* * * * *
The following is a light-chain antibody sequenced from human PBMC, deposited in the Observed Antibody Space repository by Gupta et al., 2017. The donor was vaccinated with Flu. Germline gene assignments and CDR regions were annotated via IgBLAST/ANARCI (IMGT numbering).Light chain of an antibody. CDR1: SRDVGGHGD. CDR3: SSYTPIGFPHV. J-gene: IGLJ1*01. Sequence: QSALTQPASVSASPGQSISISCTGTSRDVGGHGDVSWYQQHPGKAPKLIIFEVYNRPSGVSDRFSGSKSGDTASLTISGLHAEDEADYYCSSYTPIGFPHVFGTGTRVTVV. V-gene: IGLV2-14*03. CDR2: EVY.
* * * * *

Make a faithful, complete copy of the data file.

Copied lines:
The following is a light-chain antibody sequenced from human PBMC, deposited in the Observed Antibody Space repository by Gupta et al., 2017. The donor was vaccinated with Flu. Germline gene assignments and CDR regions were annotated via IgBLAST/ANARCI (IMGT numbering).Light chain of an antibody. CDR1: SRDVGGHGD. CDR3: SSYTPIGFPHV. J-gene: IGLJ1*01. Sequence: QSALTQPASVSASPGQSISISCTGTSRDVGGHGDVSWYQQHPGKAPKLIIFEVYNRPSGVSDRFSGSKSGDTASLTISGLHAEDEADYYCSSYTPIGFPHVFGTGTRVTVV. V-gene: IGLV2-14*03. CDR2: EVY.